The Book, Cat, & Cat Book Lovers Almanac

of historical trivia regarding books, cats, and other animals. Actually this blog has evolved so that it is described better as a blog about cats in history and culture. And we take as a theme the advice of Aldous Huxley: If you want to be a writer, get some cats. Don't forget to see the archived articles linked at the bottom of the page.

July 17, 2013

July 17, 1918

By the time the RMS Carpathia could reach the scene where the  RMS Titanic sank, (April 15, 1912) and gather up the survivors (750 people and three dogs). 1502 people had drowned as well as many animals. There were so many dogs aboard that a dog show had been planned aboard the ship.  There was apparently only one cat on board that had a name, and it's  fate is not certain.

We quote from a centennial anniversary writeup about the Titanic's resident mouser.

The Titanic apparently had her own feline mascot, a ship’s cat that stewardess Violet Jessop said was called Jenny. While the ship was being loaded at Southampton, Jenny presented her keepers with a litter of kittens. Versions of the fate of this new family vary.

According to one, they died when the Titanic went down. According to another report, when the ship docked at Southampton, Jenny calmly transported her kittens off the doomed ship, one by one, and left for a new life.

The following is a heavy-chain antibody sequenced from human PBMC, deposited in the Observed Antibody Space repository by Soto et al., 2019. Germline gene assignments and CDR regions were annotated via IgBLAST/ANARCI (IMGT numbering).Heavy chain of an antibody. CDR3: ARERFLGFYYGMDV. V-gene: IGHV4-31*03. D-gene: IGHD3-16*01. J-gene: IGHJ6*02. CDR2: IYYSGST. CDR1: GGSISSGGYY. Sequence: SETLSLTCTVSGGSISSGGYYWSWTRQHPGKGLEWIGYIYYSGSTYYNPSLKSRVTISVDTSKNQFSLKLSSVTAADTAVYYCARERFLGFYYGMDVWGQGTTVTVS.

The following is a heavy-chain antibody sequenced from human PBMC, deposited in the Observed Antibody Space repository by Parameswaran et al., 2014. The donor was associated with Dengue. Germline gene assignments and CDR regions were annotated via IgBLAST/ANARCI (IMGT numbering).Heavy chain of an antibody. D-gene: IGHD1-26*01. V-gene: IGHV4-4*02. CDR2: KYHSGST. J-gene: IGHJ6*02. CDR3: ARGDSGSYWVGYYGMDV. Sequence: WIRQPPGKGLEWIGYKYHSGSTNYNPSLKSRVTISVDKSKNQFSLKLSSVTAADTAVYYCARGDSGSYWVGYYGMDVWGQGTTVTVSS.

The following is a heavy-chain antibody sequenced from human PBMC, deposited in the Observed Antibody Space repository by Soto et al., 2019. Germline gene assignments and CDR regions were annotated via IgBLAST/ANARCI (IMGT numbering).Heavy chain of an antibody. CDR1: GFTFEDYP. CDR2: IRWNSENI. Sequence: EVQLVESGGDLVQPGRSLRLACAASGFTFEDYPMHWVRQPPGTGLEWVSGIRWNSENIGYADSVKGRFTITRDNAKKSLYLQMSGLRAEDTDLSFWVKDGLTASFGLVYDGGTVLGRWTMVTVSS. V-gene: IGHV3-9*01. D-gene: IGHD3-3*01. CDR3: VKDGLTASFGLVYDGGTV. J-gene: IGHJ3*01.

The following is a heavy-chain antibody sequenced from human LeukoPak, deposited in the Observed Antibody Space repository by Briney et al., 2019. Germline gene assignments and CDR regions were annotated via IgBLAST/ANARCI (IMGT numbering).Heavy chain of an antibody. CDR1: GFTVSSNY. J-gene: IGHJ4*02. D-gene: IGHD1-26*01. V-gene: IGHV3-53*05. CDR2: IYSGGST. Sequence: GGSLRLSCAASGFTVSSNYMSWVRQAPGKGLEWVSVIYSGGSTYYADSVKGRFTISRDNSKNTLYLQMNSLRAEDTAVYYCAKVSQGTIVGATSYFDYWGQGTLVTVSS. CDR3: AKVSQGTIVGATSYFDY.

An Irish crewman who had been assigned to look after the cats took that as a bad omen and also left, claiming the cats had saved his life.

Probably there is little basis for the story of Jenny's leaving early. However, no one else has mentioned THIS undeniable fact: The Titanic was not Jenny's home ship. That was the Olympic. She may have just not understood she was supposed to stay in this new strange smelling ship, and keep on hunting rats.  By the time the ship got to Southampton, from Belfast, She may have been trying to find what she thought was her home, this other ship.  Or, she may have felt the dogs presented a threat to her kittens. But it is all surmise. 

The rescue ship, the RMS Carpathia,  was attacked by a German sub on July 17, 1918,  in an engagement off Ireland.  Five lives were lost when the Carpathia sank.  

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